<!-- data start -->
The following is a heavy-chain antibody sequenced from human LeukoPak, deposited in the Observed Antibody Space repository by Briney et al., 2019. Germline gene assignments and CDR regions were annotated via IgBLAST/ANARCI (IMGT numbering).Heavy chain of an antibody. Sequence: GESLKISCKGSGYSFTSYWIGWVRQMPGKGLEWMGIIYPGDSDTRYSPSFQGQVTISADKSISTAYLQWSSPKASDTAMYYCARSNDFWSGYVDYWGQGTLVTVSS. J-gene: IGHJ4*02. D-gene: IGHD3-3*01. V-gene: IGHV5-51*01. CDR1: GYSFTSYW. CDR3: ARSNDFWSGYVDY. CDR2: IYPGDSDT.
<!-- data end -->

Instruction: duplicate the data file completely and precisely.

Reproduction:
The following is a heavy-chain antibody sequenced from human LeukoPak, deposited in the Observed Antibody Space repository by Briney et al., 2019. Germline gene assignments and CDR regions were annotated via IgBLAST/ANARCI (IMGT numbering).Heavy chain of an antibody. Sequence: GESLKISCKGSGYSFTSYWIGWVRQMPGKGLEWMGIIYPGDSDTRYSPSFQGQVTISADKSISTAYLQWSSPKASDTAMYYCARSNDFWSGYVDYWGQGTLVTVSS. J-gene: IGHJ4*02. D-gene: IGHD3-3*01. V-gene: IGHV5-51*01. CDR1: GYSFTSYW. CDR3: ARSNDFWSGYVDY. CDR2: IYPGDSDT.